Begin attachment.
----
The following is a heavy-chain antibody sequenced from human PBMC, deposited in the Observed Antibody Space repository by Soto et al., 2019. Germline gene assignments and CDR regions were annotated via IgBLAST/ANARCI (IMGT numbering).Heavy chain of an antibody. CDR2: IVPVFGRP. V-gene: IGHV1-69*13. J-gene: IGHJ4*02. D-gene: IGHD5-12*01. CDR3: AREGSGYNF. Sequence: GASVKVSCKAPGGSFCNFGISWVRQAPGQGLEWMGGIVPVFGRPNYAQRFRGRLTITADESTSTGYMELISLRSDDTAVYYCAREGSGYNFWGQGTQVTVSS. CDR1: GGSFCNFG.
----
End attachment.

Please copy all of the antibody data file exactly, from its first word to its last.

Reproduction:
The following is a heavy-chain antibody sequenced from human PBMC, deposited in the Observed Antibody Space repository by Soto et al., 2019. Germline gene assignments and CDR regions were annotated via IgBLAST/ANARCI (IMGT numbering).Heavy chain of an antibody. CDR2: IVPVFGRP. V-gene: IGHV1-69*13. J-gene: IGHJ4*02. D-gene: IGHD5-12*01. CDR3: AREGSGYNF. Sequence: GASVKVSCKAPGGSFCNFGISWVRQAPGQGLEWMGGIVPVFGRPNYAQRFRGRLTITADESTSTGYMELISLRSDDTAVYYCAREGSGYNFWGQGTQVTVSS. CDR1: GGSFCNFG.